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He planned to bottom out Bushman's Hole at a depth that no rebreather had ever been taken, connect a light reel of cave line to the shot line, and then swim off to perform the sublime act of having a look around.At that moment late last October, cocooned in more than a billion gallons of water, Dave Shaw was a very happy man.

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Shaw's stocky five-foot-ten body was encased in a black crushed-neoprene drysuit."Dave felt very connected with Deon," Shirley says."He had found him, so it was like a personal thing that he should bring him back." When Shaw finally surfaced in the late-afternoon African sun, he removed his mask and said, "I want to try to take him out." Deep-water divers have always been the daredevils of the diving community, pushing far into the dark labyrinths of water-filled holes and extreme ocean depths.Shirley would have been content to leave the body where it was, but Shaw was a man who dived to expand the limits of the possible.He had just hit a record depth on a rebreather, and now he had the opportunity to return a dead boy to his parents and, in the process, do something equally stunning: make the deepest body recovery in the history of diving.Ten minutes into his dive, Dave Shaw started to look for the bottom.

Utter blackness pressed in on him from all sides, and he directed his high-intensity light downward, hoping for a flash of rock or mud.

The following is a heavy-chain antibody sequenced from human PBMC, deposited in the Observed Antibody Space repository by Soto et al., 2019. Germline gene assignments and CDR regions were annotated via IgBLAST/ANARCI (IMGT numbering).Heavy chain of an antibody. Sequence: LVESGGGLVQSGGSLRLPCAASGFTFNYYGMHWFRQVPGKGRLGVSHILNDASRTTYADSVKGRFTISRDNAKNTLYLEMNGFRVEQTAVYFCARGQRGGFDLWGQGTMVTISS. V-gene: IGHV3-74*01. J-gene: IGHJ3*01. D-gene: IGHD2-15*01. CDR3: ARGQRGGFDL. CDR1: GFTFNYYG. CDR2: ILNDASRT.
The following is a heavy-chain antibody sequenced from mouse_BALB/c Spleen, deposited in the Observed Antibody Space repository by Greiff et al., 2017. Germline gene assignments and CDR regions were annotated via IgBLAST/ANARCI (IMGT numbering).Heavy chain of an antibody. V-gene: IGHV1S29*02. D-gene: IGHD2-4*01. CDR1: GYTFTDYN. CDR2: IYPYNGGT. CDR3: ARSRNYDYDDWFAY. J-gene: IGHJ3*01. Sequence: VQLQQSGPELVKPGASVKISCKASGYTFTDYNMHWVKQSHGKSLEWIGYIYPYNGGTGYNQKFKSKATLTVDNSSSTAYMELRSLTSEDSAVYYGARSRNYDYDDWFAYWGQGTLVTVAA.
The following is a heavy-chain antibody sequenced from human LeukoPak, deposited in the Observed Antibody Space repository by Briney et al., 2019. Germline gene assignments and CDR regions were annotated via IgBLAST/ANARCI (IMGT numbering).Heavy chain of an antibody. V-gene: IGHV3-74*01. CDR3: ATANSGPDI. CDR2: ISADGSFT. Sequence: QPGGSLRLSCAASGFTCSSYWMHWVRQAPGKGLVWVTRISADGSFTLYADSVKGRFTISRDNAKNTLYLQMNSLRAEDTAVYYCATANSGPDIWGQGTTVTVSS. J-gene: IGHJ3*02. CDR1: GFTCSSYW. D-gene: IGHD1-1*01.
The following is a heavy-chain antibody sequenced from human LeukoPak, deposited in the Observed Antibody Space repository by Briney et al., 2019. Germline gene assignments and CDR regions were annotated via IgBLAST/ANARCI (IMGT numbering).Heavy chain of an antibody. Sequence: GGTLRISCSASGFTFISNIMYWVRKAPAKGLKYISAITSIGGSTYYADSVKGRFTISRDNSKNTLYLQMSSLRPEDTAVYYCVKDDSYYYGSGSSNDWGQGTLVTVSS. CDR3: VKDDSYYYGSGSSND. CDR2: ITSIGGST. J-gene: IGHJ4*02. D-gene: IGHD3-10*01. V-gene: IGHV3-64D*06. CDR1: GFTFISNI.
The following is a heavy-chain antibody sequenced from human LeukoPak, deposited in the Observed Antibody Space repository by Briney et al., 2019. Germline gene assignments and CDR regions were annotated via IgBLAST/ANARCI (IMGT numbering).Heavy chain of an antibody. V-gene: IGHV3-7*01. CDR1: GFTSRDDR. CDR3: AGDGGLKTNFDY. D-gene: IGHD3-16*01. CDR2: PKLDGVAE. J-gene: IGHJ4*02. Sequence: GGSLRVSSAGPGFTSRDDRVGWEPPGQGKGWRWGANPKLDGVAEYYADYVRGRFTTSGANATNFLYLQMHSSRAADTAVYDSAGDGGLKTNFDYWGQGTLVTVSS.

Thinking he should try to bring Deon back to the surface, Shaw wrapped his arms around the corpse and tried to lift. After Shirley checked that Shaw was OK and retrieved some spare gas cylinders hanging on the shot line below, Shaw showed him an underwater slate on which he had written 270m, found body.

Shirley's eyebrows shot up inside his mask, and he reached out to shake his friend's hand.

Only two divers had ever been to this depth in Bushman's before.

One of them, a South African named Nuno Gomes, had claimed a world record in 1996 when he hit bottom, on open-circuit gear, at 927 feet. But Shaw, a Cathay Pacific Airways pilot based in Hong Kong and a man who had become one of the most audacious explorers in cave diving, didn't strive for depth alone.

To try to avoid getting the bends, extreme divers spend hours on ascent, sitting at targeted depths for carefully calculated periods of decompression to allow the gases to flush safely from their bodies.